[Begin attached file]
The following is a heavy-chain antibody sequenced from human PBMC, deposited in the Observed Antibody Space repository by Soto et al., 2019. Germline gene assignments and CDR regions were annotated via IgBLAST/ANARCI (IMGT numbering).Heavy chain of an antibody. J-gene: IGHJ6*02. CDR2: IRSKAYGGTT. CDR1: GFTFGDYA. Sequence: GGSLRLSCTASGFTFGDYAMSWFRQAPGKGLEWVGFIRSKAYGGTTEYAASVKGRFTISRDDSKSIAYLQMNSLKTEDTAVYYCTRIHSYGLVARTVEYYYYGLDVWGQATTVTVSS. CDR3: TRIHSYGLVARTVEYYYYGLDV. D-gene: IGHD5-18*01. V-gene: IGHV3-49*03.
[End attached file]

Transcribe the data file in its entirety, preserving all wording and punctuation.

The following is a heavy-chain antibody sequenced from human PBMC, deposited in the Observed Antibody Space repository by Soto et al., 2019. Germline gene assignments and CDR regions were annotated via IgBLAST/ANARCI (IMGT numbering).Heavy chain of an antibody. J-gene: IGHJ6*02. CDR2: IRSKAYGGTT. CDR1: GFTFGDYA. Sequence: GGSLRLSCTASGFTFGDYAMSWFRQAPGKGLEWVGFIRSKAYGGTTEYAASVKGRFTISRDDSKSIAYLQMNSLKTEDTAVYYCTRIHSYGLVARTVEYYYYGLDVWGQATTVTVSS. CDR3: TRIHSYGLVARTVEYYYYGLDV. D-gene: IGHD5-18*01. V-gene: IGHV3-49*03.